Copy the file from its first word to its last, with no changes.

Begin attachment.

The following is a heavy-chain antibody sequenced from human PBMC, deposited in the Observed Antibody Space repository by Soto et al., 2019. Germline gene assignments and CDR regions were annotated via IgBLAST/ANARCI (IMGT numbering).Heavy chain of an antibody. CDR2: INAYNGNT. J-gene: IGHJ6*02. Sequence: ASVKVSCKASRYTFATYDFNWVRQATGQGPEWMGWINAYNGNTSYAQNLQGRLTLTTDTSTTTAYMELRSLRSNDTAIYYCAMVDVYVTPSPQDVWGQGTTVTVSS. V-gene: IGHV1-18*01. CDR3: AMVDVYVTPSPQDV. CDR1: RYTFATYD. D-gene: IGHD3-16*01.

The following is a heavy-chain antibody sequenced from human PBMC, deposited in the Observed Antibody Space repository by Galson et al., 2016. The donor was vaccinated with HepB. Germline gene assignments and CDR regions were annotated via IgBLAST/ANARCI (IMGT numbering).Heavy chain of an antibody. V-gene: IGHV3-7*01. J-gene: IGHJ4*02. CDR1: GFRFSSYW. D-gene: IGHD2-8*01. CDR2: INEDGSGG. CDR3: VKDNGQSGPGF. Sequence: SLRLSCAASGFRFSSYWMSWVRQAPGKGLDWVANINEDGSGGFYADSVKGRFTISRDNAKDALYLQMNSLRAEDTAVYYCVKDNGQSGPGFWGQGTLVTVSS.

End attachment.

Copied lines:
The following is a heavy-chain antibody sequenced from human PBMC, deposited in the Observed Antibody Space repository by Soto et al., 2019. Germline gene assignments and CDR regions were annotated via IgBLAST/ANARCI (IMGT numbering).Heavy chain of an antibody. CDR2: INAYNGNT. J-gene: IGHJ6*02. Sequence: ASVKVSCKASRYTFATYDFNWVRQATGQGPEWMGWINAYNGNTSYAQNLQGRLTLTTDTSTTTAYMELRSLRSNDTAIYYCAMVDVYVTPSPQDVWGQGTTVTVSS. V-gene: IGHV1-18*01. CDR3: AMVDVYVTPSPQDV. CDR1: RYTFATYD. D-gene: IGHD3-16*01.

The following is a heavy-chain antibody sequenced from human PBMC, deposited in the Observed Antibody Space repository by Galson et al., 2016. The donor was vaccinated with HepB. Germline gene assignments and CDR regions were annotated via IgBLAST/ANARCI (IMGT numbering).Heavy chain of an antibody. V-gene: IGHV3-7*01. J-gene: IGHJ4*02. CDR1: GFRFSSYW. D-gene: IGHD2-8*01. CDR2: INEDGSGG. CDR3: VKDNGQSGPGF. Sequence: SLRLSCAASGFRFSSYWMSWVRQAPGKGLDWVANINEDGSGGFYADSVKGRFTISRDNAKDALYLQMNSLRAEDTAVYYCVKDNGQSGPGFWGQGTLVTVSS.